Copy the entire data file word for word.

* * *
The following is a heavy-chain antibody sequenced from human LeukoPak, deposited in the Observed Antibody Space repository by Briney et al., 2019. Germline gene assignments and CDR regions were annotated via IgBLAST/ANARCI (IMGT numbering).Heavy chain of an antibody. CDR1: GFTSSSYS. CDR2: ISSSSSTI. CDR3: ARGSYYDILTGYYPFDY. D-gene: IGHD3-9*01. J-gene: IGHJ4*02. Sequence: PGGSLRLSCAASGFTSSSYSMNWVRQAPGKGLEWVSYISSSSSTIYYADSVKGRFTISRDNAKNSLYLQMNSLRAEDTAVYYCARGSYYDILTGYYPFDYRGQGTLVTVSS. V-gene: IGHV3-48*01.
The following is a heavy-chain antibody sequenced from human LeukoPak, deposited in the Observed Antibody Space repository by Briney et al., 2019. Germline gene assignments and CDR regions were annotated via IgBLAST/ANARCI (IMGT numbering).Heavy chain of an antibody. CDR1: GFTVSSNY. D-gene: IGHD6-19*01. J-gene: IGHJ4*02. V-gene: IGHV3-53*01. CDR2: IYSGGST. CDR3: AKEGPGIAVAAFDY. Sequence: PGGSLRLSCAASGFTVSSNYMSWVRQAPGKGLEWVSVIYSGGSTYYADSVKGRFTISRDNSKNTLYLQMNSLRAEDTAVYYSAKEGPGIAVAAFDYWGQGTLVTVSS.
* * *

The following is a heavy-chain antibody sequenced from human LeukoPak, deposited in the Observed Antibody Space repository by Briney et al., 2019. Germline gene assignments and CDR regions were annotated via IgBLAST/ANARCI (IMGT numbering).Heavy chain of an antibody. CDR1: GFTSSSYS. CDR2: ISSSSSTI. CDR3: ARGSYYDILTGYYPFDY. D-gene: IGHD3-9*01. J-gene: IGHJ4*02. Sequence: PGGSLRLSCAASGFTSSSYSMNWVRQAPGKGLEWVSYISSSSSTIYYADSVKGRFTISRDNAKNSLYLQMNSLRAEDTAVYYCARGSYYDILTGYYPFDYRGQGTLVTVSS. V-gene: IGHV3-48*01.
The following is a heavy-chain antibody sequenced from human LeukoPak, deposited in the Observed Antibody Space repository by Briney et al., 2019. Germline gene assignments and CDR regions were annotated via IgBLAST/ANARCI (IMGT numbering).Heavy chain of an antibody. CDR1: GFTVSSNY. D-gene: IGHD6-19*01. J-gene: IGHJ4*02. V-gene: IGHV3-53*01. CDR2: IYSGGST. CDR3: AKEGPGIAVAAFDY. Sequence: PGGSLRLSCAASGFTVSSNYMSWVRQAPGKGLEWVSVIYSGGSTYYADSVKGRFTISRDNSKNTLYLQMNSLRAEDTAVYYSAKEGPGIAVAAFDYWGQGTLVTVSS.